• Archmaester Gyldayn's Histories:
    • The Princess and the Queen, or, The Blacks and the Greens: A novella written as an In-Universe history text, narrating the events of the Dance of the Dragons, a war of succession between rival Targaryen branches 170 years before the time of the main series.
    • The Rogue Prince, or, The King's Brother: A novella narrating the exploits of Prince Daemon Targaryen, including the events leading to "The Princess and the Queen", published in June 2014 as part of an anthology of short stories Martin helped publish called Rogues. (Martin also provided the foreword)
  • Tales of Dunk and Egg - Novellas set 90 years before the conflict of the main series. Three tales - "The Hedge Knight", "The Sworn Sword" and "The Mystery Knight", have been published, but George R. R. Martin has announced that this will be an ongoing series that will eventually chronicle the complete adventures of Dunk and Egg. These have also been adapted as graphic novels.
  • A World of Ice and Fire (a.k.a. A Game of Thrones Guide): A smartphone app offering details on a multitude of events, characters, and locations written by Elio M. Garcia Jr. and Linda Antonsson, the admins of popular fansite
  • The Lands of Ice and Fire: A book of poster-sized maps, including regions of the world that have yet to be explored in the novels.
  • The World of Ice & Fire: The Untold History of Westeros and the Game of Thrones: A series encyclopedia, co-written by Martin, Garcia, and Antonsson. The book is framed as a history written by one Maester Yandel and presented to King Robert as a gift.

  • The series was adapted for television as Game of Thrones which despite borrowing the title of the first book is an adaptation of the entire series, and between Seasons 1-4 faithfully adapted the first three books. The unusual circumstances of its conception and genesis (an adaptation of an as-yet incomplete series of novels), means that the later seasons have compressed books 4-5, and as of Season 6 is set to move past the chronology of the published books and finish before the author completes his books. Martin has been supportive of the project writing the screenplays for one episode per season (for Seasons 1-4)note . He has also given Weiss and Benioff the outlines for the remaining books in the series in case they outpace him, which they did in 2016.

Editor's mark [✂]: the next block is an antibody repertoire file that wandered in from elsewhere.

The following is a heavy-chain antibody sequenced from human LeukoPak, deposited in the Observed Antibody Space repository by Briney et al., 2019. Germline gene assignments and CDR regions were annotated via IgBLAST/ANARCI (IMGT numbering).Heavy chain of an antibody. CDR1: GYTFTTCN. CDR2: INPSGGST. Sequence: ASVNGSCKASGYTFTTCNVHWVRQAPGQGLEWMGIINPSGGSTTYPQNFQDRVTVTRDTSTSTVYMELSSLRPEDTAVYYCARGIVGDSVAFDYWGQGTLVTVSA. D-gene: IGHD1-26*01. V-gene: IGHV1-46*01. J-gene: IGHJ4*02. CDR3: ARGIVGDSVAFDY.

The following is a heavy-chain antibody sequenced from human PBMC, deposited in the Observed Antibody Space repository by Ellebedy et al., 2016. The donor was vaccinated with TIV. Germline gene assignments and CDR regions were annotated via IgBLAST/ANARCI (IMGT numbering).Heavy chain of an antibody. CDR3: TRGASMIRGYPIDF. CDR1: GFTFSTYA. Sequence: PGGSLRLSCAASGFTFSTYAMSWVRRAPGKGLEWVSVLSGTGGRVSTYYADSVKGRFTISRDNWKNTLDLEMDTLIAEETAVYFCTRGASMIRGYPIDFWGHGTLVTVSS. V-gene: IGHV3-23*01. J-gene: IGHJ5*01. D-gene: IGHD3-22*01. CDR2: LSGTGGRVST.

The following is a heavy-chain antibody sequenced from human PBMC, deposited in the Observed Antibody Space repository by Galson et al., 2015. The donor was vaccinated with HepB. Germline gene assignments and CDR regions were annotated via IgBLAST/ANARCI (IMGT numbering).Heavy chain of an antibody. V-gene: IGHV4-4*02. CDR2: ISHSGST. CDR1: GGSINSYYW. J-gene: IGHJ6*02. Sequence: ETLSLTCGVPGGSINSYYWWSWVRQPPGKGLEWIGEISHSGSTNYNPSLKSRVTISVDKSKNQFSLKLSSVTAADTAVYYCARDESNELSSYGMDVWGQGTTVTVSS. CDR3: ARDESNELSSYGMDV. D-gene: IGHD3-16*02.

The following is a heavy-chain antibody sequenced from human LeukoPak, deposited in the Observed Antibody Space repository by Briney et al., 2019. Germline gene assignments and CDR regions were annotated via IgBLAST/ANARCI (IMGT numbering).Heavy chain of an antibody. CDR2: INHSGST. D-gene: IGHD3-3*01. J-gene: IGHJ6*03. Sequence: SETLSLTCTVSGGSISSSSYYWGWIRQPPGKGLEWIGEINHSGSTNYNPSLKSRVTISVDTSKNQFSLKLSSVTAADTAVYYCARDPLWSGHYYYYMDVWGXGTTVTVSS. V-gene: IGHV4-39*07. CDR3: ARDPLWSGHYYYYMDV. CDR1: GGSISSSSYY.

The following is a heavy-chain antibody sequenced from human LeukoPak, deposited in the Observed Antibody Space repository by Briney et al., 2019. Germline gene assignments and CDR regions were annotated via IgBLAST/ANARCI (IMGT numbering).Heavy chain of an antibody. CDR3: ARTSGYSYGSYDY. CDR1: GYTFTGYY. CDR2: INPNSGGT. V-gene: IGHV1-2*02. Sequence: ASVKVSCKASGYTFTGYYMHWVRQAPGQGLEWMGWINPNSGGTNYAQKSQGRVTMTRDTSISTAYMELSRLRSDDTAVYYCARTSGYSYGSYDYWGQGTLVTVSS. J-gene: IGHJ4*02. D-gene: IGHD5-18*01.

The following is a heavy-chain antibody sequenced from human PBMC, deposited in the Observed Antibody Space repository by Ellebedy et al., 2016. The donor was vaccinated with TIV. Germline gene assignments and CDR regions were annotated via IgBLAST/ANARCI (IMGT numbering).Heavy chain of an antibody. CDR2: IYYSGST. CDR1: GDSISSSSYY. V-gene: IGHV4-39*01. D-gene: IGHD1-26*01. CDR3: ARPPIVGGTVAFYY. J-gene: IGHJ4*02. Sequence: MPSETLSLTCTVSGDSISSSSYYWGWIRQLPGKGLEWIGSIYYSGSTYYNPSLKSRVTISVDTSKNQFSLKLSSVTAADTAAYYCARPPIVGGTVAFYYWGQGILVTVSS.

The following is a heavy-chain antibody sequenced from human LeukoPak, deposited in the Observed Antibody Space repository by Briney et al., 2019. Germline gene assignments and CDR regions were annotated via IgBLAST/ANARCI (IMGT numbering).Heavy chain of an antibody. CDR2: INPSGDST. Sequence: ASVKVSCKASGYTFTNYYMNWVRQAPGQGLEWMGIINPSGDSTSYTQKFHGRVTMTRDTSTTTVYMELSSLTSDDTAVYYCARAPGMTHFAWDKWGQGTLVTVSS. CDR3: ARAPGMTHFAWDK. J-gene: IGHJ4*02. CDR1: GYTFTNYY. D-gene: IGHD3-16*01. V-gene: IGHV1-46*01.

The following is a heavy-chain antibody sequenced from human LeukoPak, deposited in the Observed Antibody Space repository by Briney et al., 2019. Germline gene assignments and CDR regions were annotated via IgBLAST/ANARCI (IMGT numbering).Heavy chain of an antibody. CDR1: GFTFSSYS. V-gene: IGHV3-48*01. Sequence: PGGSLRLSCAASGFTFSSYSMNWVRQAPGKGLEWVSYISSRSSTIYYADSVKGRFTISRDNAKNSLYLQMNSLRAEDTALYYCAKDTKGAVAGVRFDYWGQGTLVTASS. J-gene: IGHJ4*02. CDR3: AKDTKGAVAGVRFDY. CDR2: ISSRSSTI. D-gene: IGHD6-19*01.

• A video game, A Game of Thrones: Genesis, has dramatized some of the stuff that's All There in the Manual, covering the last thousand-or-so years of Westerosi history. It was joined by a negatively received video game, also called Game of Thrones. A browser-based online MMORPG called Game Of Thrones: Seven Kingdoms is also in the works.
  • Another video game, this one made by Telltale Games and taking place in the TV series' continuity.
  • A table top Role-Playing Game was licensed through Green Ronin and currently has three books released, a rulebook, a sourcebook, and a licensed adventure.
  • A tabletop strategy game and two editions of a CCG have been published by Fantasy Flight Games.
  • A cookbook, A Feast Of Ice And Fire and a map folio The Lands Of Ice and Fire have been published.

For more information, see the character sheet and GRRM's "Not-a-blog".

As the page for the novels is already considerable and ever growing, please enter the tropes found only in the live action series and video game on their own pages.

This series provides examples of:

Alternative Title(s): A Song Of Ice And Fire